The backbone of Harm van den Dorpel’s practice is formed by the development of, and publishing on, online information systems. In these systems human intuitive activity and selfprogrammed algorithms play an equally important role.
According to Van den Dorpel, he employs a ’method of ontological inversion’. The (en) framing of a collage becomes the collage itself, and representation of the sculpture becomes the essence of the work. Associations between texts and images remain radically unfinished yet evolve over time.
Drawing from his background as software developer, he created a series of large whiteboards, often employed in the planning of software and organisation of developer teams (methodologies called ‘Scrum’ or ‘Kanban’). The boards are covered with magnetic items, marker drawings and digital prints. Within their set template, they remain reconfigurable.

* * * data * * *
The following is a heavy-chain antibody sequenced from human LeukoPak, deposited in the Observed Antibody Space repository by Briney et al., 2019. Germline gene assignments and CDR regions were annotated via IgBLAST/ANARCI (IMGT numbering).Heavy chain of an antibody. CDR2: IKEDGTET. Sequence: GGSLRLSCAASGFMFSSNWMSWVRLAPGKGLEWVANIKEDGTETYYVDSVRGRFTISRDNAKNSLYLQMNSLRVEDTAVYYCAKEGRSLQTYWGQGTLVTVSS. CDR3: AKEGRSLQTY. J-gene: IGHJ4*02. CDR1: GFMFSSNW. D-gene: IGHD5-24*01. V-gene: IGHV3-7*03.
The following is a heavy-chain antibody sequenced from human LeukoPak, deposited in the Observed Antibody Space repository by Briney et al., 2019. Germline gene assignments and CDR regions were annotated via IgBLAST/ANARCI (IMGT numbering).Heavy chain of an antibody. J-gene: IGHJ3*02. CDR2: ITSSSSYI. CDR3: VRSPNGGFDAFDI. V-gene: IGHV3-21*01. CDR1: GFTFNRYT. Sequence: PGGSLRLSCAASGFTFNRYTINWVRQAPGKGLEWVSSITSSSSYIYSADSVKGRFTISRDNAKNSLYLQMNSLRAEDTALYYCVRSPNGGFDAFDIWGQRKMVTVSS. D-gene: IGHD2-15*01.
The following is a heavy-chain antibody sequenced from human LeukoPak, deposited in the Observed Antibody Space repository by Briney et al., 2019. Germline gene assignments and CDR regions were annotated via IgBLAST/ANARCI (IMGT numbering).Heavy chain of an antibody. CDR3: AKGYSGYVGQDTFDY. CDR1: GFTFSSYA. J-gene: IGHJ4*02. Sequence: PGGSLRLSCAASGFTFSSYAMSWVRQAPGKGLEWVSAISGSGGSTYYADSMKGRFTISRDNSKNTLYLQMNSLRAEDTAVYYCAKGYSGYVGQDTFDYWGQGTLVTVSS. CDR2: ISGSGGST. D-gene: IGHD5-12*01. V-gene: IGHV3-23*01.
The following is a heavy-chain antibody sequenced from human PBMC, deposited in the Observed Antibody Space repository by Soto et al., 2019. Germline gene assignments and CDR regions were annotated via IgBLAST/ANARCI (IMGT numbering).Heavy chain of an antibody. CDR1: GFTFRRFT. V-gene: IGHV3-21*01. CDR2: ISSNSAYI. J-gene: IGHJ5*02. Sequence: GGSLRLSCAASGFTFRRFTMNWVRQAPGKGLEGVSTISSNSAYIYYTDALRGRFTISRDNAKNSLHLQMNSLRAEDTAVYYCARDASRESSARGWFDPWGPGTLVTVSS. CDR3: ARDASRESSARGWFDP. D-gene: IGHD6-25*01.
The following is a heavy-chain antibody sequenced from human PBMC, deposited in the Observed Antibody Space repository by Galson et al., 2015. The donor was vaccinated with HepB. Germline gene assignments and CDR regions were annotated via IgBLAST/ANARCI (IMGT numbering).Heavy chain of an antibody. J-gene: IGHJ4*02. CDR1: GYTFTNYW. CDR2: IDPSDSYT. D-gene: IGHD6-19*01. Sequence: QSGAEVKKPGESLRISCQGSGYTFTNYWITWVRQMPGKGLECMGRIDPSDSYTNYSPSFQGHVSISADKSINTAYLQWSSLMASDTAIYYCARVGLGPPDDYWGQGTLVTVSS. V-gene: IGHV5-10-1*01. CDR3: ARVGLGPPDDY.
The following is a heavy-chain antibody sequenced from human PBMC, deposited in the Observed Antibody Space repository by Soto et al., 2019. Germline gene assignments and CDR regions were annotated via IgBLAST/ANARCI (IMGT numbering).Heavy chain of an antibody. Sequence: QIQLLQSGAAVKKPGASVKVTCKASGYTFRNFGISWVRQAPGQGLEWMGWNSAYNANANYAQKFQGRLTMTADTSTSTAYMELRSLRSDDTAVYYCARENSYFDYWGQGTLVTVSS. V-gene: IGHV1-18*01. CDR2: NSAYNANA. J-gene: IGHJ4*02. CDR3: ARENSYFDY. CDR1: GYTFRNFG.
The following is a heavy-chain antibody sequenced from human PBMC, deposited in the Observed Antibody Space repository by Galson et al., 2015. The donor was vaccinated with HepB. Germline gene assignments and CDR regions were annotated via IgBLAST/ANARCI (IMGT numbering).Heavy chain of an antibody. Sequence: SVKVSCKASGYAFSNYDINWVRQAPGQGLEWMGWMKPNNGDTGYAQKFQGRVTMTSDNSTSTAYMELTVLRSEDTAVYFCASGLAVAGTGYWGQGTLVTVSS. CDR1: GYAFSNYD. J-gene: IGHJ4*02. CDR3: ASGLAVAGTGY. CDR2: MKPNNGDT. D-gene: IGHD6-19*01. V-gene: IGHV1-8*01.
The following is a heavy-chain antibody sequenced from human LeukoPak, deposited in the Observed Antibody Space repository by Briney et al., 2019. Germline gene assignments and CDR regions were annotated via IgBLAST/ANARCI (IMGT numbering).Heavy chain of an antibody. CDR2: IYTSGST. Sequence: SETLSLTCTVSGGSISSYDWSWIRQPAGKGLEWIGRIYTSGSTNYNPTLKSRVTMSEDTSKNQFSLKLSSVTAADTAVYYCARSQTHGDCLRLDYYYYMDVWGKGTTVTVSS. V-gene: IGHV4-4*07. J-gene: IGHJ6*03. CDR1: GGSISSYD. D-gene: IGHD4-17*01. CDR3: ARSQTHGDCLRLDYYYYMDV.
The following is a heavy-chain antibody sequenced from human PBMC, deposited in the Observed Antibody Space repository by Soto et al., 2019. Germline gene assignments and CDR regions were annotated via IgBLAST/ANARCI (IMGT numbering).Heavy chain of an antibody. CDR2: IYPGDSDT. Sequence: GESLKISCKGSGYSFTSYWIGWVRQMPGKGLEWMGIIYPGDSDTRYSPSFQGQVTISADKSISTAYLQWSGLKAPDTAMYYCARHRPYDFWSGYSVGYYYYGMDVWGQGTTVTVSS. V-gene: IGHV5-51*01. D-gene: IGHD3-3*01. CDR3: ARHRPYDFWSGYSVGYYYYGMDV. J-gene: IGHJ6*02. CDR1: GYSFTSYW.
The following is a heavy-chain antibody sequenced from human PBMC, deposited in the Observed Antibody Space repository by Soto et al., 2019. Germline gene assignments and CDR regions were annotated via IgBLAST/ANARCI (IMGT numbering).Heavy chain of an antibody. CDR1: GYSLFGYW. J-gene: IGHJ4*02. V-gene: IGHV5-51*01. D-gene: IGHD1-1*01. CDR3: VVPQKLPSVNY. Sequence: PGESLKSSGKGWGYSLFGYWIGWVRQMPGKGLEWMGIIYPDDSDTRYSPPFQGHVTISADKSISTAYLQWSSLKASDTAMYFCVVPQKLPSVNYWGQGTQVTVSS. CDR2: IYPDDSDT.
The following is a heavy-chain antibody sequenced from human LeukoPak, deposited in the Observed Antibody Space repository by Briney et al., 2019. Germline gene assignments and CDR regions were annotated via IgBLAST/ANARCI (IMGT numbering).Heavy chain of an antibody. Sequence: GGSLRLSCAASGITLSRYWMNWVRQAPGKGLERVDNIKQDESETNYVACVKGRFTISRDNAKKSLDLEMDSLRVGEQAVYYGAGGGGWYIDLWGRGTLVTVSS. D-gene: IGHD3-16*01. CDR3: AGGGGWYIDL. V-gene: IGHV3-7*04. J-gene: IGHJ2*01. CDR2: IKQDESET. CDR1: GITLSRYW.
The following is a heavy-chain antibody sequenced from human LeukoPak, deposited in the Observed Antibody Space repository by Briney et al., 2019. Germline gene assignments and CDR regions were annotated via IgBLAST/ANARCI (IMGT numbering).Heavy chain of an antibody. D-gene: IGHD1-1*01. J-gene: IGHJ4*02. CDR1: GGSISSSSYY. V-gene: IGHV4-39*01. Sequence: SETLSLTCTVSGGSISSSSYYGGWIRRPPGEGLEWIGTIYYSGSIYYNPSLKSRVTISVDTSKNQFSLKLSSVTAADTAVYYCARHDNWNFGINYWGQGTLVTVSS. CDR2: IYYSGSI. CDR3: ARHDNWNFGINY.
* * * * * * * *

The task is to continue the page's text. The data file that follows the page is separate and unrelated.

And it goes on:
Exhibited alongside these are a series of shrink wrapped digital collages. The shrink wrap is partially transparent and overheated, creating see-through holes in its surface. Encapsulating the work suggests an attempt to freeze and prevent it from further mutation, while at the same time refers to commercial packaging where the technique is used to aid further circulation as commodity. *
The title of the show is taken from an essay by Heidegger: “The Question Concerning Technology”.